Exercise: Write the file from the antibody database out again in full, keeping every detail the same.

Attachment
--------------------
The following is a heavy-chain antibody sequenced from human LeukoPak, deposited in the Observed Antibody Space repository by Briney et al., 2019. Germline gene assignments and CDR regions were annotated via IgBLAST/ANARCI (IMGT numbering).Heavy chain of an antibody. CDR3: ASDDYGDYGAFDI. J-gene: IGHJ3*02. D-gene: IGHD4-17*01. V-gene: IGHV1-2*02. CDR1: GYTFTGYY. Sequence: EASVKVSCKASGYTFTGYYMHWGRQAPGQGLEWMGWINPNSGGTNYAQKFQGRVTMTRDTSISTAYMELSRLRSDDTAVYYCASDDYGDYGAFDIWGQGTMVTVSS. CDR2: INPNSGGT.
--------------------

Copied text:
The following is a heavy-chain antibody sequenced from human LeukoPak, deposited in the Observed Antibody Space repository by Briney et al., 2019. Germline gene assignments and CDR regions were annotated via IgBLAST/ANARCI (IMGT numbering).Heavy chain of an antibody. CDR3: ASDDYGDYGAFDI. J-gene: IGHJ3*02. D-gene: IGHD4-17*01. V-gene: IGHV1-2*02. CDR1: GYTFTGYY. Sequence: EASVKVSCKASGYTFTGYYMHWGRQAPGQGLEWMGWINPNSGGTNYAQKFQGRVTMTRDTSISTAYMELSRLRSDDTAVYYCASDDYGDYGAFDIWGQGTMVTVSS. CDR2: INPNSGGT.